The lack of women in tech not only leads to products that don’t cater to women’s needs, but they also fall into disappointingly cliche stereotypes about “girliness,” strengthening gender stereotypes. For example, the layouts and color-schemes of some period apps tend to be skewed toward pinks and florals, reaffirming antiquated assumptions about those colors belonging to a specific gender. One of the most popular period-tracking apps, incidentally, is designed by a woman. It’s called Clue and its not pink.

So what do apps designed for women by women actually look like? Here are a few of my favorites:

Spitfire: Built by two female engineers (awesome) who are also competitive athletes (WOW), Spitfire is an app designed to help women take their strength training to the next level by giving them access to the regimens of other competitive athletes. One user, Tatenda M., summed up the app perfectly in her review posted on Spitfire’s website, “ It’s the only weightlifting app that is truly by women for women. It was designed, coded, researched, marketed by tech ladies who lift heavy things and kick ass at both.”

Clue: A period tracker for women, by women. Ida Tin, CEO and co-founder of Clue wanted to feel more in control of her body and its functions, and the app’s clean, no-frills design shows that. “I didn’t want it to be your secret diary… I wanted it to be a very straight, natural part of life”, she says. The app has over seven thousand beaming reviews and boasts a 4.7 star rating.

Canva: Designed by Australian Melanie Perkins, Canva is an editing and designing tool that you’ve probably seen in action before – on my #MotivationalMonday quotes! The app is incredibly user-friendly and, while it may not be designed specifically for women, it has helped me share lots of  content with my social media circles. As a Women’s Leadership and Inclusion expert, being able to share my knowledge and experience in a beautiful way is extremely valuable to reaching my ultimate goal of encouraging and empowering all women.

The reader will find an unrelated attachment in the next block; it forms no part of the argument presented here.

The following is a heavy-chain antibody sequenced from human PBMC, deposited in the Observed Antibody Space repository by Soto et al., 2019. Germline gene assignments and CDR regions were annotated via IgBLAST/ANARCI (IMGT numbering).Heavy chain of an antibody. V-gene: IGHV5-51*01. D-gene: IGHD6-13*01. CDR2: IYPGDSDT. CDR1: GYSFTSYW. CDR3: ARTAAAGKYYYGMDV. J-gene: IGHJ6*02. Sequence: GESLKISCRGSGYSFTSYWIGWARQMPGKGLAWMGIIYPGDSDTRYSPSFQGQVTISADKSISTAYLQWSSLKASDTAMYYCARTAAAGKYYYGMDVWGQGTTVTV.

Honorable mention goes to the team of girls who recently developed an incredible app in a Saudi Arabian hackathon. The hackathon was organized with the goal of producing apps that will help travelers who are participating in the Islamic Pilgrimage known as Hajj. The app allows users to instantly translate signage using the camera on their phone, without the need for an internet connection. The app alone is amazing and has the capacity to change travel as we know it, but in a country notorious for its exclusion of women from making public impacts, its creation is certainly a double victory. “We managed to destroy the impossible and prove that Saudi women can achieve anything,” said developer Bayan al-Ghamdi.

It makes all the sense in the world that apps made by women are better for women. Years of research and development went into creating so many of the applications we now use on a daily basis. Men and women can and should come together to work in tandem to produce amazing and innovative technology. But before that can ever happen, we need more women working in front of the drawing board.

I’m a Millennial female about to enter the workforce. Here’s why I’m concerned.

God-willing, I am graduating from college this year.